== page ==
Using an experimental cancer vaccine, researchers at the Johns Hopkins Oncology Center say they have spurred the immune system to rise up against cancer in a manner that resembles the body's fight against infection.
The trial, described yesterday at a national meeting of cancer researchers in San Diego, showed that the vaccine is capable of waking a person's immune system from the slumber that allows cancer to spread. The treatment involves injections of altered tumor cells back into the patient.
Coming after eight years of laboratory, animal and human studies, the report represents an early but crucial step in the development of a new strategy against cancer.
Future experiments will determine whether the immune response is sufficient to cure anyone, a result this study was not designed to measure.
"The chapter isn't written yet," said Dr. Jonathan Simons, an oncologist and principal investigator. "We're about to ask the good questions."
The experiment involved 18 patients who were in advanced stages of kidney cancer. Their tumors were removed and then given back to them in three injections spaced several months apart.
Half the patients received tumor cells that had been genetically altered to produce proteins that, in effect, served as red flags to the immune system.
Following the rules of human experimentation, researchers chose patients for the so-called phase-1 trial whose conditions were too advanced to be cured.
The purpose was to judge the vaccine's safety and its ability to generate an immune response.
One patient did experience a sudden remission marked by shrinkage of his tumor, although that person and many others eventually died of their cancers.
Researchers are hoping the vaccines will bring about reversals in patients whose cancers haven't progressed nearly as far.
In an experiment scheduled to begin later this year in Japan, the vaccine will be given to a larger group of patients who have millions -- rather than billions -- of cancer cells.
"If you made a vaccine for these kinds of patients where the immune system is taking on a number of cells they can handle, you might make a big difference," Simons said.
Although much work remains to be done, the researchers hope that cancer vaccines will become an effective adjuvant therapy to accompany surgery and other conventional approaches.
Cancer vaccines are being tried elsewhere against other types of cancers, including melanoma and brain cancer.
The concept is an outgrowth of gene therapy, an experimental approach in which normal genes are delivered to tissues in hopes of correcting inherited abnormalities such as cystic fibrosis.
Similarly, cancer vaccines carry genes that serve as factories for proteins helpful to humans.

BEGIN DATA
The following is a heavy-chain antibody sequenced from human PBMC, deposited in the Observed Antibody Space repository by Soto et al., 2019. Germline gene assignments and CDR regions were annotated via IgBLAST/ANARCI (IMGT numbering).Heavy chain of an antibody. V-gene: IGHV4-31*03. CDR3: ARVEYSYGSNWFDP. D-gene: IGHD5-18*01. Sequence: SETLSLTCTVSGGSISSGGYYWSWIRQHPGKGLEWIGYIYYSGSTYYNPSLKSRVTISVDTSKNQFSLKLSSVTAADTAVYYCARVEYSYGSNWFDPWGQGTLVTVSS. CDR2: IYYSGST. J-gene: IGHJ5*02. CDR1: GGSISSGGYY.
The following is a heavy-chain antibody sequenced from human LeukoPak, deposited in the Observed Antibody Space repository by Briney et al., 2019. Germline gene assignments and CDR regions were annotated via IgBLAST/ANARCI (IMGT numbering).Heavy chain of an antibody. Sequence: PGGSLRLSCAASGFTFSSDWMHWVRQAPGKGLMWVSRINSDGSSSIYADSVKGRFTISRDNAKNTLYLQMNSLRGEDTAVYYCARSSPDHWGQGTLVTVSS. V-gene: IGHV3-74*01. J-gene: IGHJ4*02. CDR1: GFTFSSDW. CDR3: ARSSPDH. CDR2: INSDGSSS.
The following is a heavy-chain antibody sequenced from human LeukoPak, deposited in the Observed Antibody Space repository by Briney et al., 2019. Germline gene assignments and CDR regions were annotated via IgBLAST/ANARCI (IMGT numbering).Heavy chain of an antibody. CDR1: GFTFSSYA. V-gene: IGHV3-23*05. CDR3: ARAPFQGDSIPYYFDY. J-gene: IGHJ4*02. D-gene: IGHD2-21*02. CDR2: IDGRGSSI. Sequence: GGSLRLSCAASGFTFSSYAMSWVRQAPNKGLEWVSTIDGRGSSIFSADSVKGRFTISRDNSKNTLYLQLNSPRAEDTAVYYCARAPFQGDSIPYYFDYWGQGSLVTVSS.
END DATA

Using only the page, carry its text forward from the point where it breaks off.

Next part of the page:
But these proteins are used to fool the immune system into mounting a defense -- not to correct a defect by themselves.
In the Hopkins experiment, urologist Fray Marshall removed kidney tumors from all 18 patients. The tumors were then chopped up and expanded in laboratory culture dishes.
Half of the tumors were turned into cancer vaccines. This was done by inserting copies of an "immune system activating gene" -- so named because the gene produces proteins that help the immune system recognize the presence of a foreign invader. The gene is known as GM-CSF (for granulocyte-macrophage colony stimulating factor.)
The researchers irradiated all of the tumor cells to render them incapable of spreading once they had been returned to the body.
The injections sparked an immune response in both groups, but it was more powerful among people receiving the altered cells.
"Probably what happens in the crudest sense is that the body's immune system is blinded in some way to cancer, possibly by substances created by the tumor," Marshall said.
"Putting the GM-CSF cells is probably like putting a little red light in the cells. The body's immune system can now recognize the tumor as foreign and bad, and the immune system can go attack it."
Simons presented the study results yesterday at the annual meeting of the American Association for Cancer Research.
"This is absolutely a pioneering study," said Dr. Donald Coffey, the association's incoming president and a leading cancer researcher at Hopkins.
The Hopkins team worked in relative quiet at a time when many gene therapy trials were generating hoopla followed by disappointment. In many experiments, researchers were unable to deliver genes to enough cells to trigger the desired responses.
"There were too many studies of gene therapy where everybody got excited and then everybody said nothing happened," Simons said. "Maybe they were able to get the gene into only 1 percent of the cells."
In contrast, the Hopkins team delivered the gene to well over half the cells in most cases -- and to virtually all the cells in a few.
The vaccine was developed and tested on animals in 1989 by Dr. Drew Pardoll, Dr. Elizabeth Jaffe and Dr. Hyam Levitsky at Hopkins along with collaborators at MIT. In those tests, scientists gave mice a lethal dose of cancer, then cured them with injections of altered tumor cells.
"That work was basically a series of experiments trying to find the best gene to introduce in tumor cells to stimulate the immune response," said Dr. Glenn Dranoff, formerly of MIT and now an assistant professor of medicine at Harvard. "From that work, GM-CSF popped out as the best."
Dranoff is trying the same vaccine approach for melanoma and plans to begin a lung cancer study this year. The Hopkins group recently began giving a vaccine to prostate cancer patients.
"At this point, all you can really say is that the approach clearly shows the generation of an immune response against tumors, which in and of itself is exciting," he said. "But it's premature to know how strong the overall strategy is and whether it's powerful enough to make a difference in the outcome of cancers for people."
Pub Date: 4/15/97